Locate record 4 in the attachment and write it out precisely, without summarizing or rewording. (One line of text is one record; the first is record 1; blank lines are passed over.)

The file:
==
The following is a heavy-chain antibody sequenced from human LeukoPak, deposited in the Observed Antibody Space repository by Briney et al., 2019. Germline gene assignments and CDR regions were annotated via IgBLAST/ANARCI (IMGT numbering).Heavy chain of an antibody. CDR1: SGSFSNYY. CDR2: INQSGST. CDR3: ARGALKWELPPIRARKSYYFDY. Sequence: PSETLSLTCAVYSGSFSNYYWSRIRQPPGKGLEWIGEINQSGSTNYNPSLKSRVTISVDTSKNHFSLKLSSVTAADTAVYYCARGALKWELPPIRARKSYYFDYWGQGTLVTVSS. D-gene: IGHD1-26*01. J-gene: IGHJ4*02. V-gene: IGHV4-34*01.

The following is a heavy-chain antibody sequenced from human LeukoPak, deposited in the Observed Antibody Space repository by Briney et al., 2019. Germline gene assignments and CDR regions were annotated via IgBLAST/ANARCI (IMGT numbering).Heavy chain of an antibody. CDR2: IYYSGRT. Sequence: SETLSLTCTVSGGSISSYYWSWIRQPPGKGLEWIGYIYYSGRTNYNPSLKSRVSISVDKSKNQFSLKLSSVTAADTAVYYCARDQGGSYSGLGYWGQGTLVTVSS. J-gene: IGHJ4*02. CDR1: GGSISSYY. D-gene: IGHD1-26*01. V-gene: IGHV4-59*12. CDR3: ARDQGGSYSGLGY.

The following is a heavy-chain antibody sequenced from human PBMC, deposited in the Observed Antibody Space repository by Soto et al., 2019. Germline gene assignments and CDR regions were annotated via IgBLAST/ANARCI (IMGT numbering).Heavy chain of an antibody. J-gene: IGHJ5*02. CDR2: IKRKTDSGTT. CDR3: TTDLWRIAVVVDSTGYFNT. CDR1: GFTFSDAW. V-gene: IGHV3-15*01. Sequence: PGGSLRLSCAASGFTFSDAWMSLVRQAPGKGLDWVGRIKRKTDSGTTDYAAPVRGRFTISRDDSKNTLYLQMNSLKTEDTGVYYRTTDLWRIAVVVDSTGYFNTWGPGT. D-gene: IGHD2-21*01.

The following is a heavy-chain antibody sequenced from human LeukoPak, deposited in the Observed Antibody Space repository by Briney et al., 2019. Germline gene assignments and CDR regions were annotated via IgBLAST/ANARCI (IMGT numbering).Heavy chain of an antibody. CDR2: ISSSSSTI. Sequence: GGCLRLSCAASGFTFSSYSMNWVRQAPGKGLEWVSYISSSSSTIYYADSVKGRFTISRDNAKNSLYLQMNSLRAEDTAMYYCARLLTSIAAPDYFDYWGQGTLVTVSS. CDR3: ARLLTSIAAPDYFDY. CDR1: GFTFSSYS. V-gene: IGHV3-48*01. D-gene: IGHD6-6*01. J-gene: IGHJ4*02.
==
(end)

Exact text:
The following is a heavy-chain antibody sequenced from human LeukoPak, deposited in the Observed Antibody Space repository by Briney et al., 2019. Germline gene assignments and CDR regions were annotated via IgBLAST/ANARCI (IMGT numbering).Heavy chain of an antibody. CDR2: ISSSSSTI. Sequence: GGCLRLSCAASGFTFSSYSMNWVRQAPGKGLEWVSYISSSSSTIYYADSVKGRFTISRDNAKNSLYLQMNSLRAEDTAMYYCARLLTSIAAPDYFDYWGQGTLVTVSS. CDR3: ARLLTSIAAPDYFDY. CDR1: GFTFSSYS. V-gene: IGHV3-48*01. D-gene: IGHD6-6*01. J-gene: IGHJ4*02.